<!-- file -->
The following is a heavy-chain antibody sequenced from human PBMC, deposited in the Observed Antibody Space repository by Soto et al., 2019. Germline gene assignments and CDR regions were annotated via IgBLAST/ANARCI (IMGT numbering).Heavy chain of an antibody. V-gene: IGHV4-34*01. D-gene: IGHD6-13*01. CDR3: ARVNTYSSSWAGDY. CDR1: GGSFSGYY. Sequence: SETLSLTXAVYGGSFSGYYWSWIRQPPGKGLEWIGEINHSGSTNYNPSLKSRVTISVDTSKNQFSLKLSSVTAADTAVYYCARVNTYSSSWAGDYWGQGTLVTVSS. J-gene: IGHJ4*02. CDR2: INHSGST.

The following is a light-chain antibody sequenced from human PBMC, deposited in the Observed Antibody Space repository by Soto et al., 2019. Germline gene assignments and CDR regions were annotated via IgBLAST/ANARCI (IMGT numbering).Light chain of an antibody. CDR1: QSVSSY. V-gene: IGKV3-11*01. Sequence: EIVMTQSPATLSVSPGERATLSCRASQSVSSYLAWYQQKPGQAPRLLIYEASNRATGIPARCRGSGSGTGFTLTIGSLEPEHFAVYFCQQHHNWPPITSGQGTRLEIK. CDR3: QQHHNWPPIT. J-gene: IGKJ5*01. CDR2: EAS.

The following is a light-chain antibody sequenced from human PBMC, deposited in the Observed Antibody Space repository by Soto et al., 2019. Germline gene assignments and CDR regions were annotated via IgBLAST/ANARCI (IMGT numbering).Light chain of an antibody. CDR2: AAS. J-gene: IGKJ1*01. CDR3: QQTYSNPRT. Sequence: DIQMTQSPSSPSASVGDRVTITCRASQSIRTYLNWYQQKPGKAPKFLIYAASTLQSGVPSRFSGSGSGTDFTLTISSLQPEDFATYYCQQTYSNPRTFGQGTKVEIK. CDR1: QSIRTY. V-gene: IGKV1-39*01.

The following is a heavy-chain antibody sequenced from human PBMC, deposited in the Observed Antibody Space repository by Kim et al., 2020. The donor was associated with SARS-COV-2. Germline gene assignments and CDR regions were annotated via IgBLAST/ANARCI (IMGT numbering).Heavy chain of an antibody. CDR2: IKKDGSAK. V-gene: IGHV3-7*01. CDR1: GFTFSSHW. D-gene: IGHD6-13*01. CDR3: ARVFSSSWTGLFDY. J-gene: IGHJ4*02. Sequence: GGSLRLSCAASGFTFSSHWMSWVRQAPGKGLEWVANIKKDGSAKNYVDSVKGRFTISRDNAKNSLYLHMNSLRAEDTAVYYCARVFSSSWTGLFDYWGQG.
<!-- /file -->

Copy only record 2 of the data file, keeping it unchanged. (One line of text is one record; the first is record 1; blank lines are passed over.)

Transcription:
The following is a light-chain antibody sequenced from human PBMC, deposited in the Observed Antibody Space repository by Soto et al., 2019. Germline gene assignments and CDR regions were annotated via IgBLAST/ANARCI (IMGT numbering).Light chain of an antibody. CDR1: QSVSSY. V-gene: IGKV3-11*01. Sequence: EIVMTQSPATLSVSPGERATLSCRASQSVSSYLAWYQQKPGQAPRLLIYEASNRATGIPARCRGSGSGTGFTLTIGSLEPEHFAVYFCQQHHNWPPITSGQGTRLEIK. CDR3: QQHHNWPPIT. J-gene: IGKJ5*01. CDR2: EAS.